Here today, gone tomorrow

How do you feel when your work disappears overnight?
The get-up of the bollard cosy on Sunday night went well – it uses a length of chain threaded through some *1 tr, 1 ch * lacy texture at the pull-in point, so that this narrow bit will go over the top of the bollard. I remember tying it in a strong double bow, so shouldn’t be easy to whip off. When I came in at 8:45 the next morning it was still there, to my pleasure. But when I looked out during a break at 10 am, it had already gone. I was hoping to get some pictures of it in daylight for you, but you can just about see the uncovered bollard in the background.
Now I have various hypotheses for what might have happened:
(1) somebody pulled it off to mess around with and throw away
(2) the official powers saw it and removed it as non-standard (this is unlikely in the given timescale)
(3) someone saw it and loved it and just had to have it (this is the one that friends are trying to persuade me to go for) – or possibly
(4) someone misunderstood what it was doing there, thought a child had lost a hat or something (?), and wanted to ‘save’ it from its fate stuck on a bollard.
If I knew which of these things had happened, I’d be able to judge better whether it was ‘worth it’ or not. Obviously (1) and (2) are quite disappointing, and the best we can hope for is (3). It had a little music note on it and was cute and it’s quite possible that the incoming flood of students that morning contained one person who fancied it as a souvenir.I guess that’s an outcome I could live with, but it’s a disappointing statement on the value of private over public property.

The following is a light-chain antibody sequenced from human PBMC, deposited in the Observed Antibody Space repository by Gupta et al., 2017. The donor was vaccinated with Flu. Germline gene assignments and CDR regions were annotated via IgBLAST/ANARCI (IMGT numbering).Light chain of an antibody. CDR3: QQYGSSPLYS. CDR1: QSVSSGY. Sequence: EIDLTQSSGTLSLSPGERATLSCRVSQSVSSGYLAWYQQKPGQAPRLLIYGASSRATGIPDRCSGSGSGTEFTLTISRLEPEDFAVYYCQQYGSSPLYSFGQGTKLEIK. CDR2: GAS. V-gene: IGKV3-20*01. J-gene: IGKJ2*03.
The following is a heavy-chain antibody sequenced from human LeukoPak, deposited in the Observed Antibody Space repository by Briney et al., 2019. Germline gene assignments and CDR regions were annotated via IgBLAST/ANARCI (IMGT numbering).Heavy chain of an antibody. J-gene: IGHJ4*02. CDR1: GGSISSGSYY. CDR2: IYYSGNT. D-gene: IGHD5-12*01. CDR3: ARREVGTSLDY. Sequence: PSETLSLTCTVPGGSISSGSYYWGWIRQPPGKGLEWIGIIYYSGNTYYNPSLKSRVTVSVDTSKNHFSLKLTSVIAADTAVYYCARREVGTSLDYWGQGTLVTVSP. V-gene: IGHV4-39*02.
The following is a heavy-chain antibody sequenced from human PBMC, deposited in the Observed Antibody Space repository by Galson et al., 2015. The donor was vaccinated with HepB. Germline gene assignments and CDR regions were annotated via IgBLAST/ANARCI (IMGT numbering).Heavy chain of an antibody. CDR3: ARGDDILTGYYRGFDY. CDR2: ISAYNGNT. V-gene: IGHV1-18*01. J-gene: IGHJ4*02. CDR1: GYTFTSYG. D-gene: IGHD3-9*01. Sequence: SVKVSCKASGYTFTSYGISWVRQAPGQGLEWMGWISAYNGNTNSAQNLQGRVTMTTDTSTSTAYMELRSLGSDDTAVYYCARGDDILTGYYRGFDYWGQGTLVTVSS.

One thing’s for sure, if I’m going to be doing any more bollards or other medium pieces, I’ll use less close work as this was very tight neat double crochet so it took longer than was warranted for the longevity of the piece in its location (that’s how I feel anyway) and a looser piece covers a piece of street furniture just as well (unlike an orphan child or somone wintering in the north-east of England).

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Should know better
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6 Responses to Here today, gone tomorrow

  1. knitibranch says:

    There’s definitely a cost-benefit analysis regarding how much work goes into a piece that’s not likely to last very long, vs. one that has a better chance of staying up for weeks or months. I was very sad about the tree sweater that was taken down very soon after I put it up, but it taught me a lesson about choice of location. I’m putting up a piece tomorrow that I know won’t last long, so I’ve already factored that into my feelings and the amount of time I put into making it.

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  3. Sue says:

    It is very sad after all the hard work that is put in for someone to take it, this has happened to me. In one place teenagers told me not to leave it as the ruff teenagers would destroy it. As this was a much loved piece I sat some distance from it for a day watching peoples reaction to it, which was interesting as darkness fell I took the piece home. Leaving smaller bits there. Some stayed up for several weeks others were taken with in hours.
    I have various methods now:
    1. Pieces that I do not mind being taken.
    2. Pieces that I put a card on asking for people to take it and my contact details so they can comment.
    3. A card asking people to leave work until a given date.
    4. Pieces where I am there and can watch peoples reaction and talk to them.

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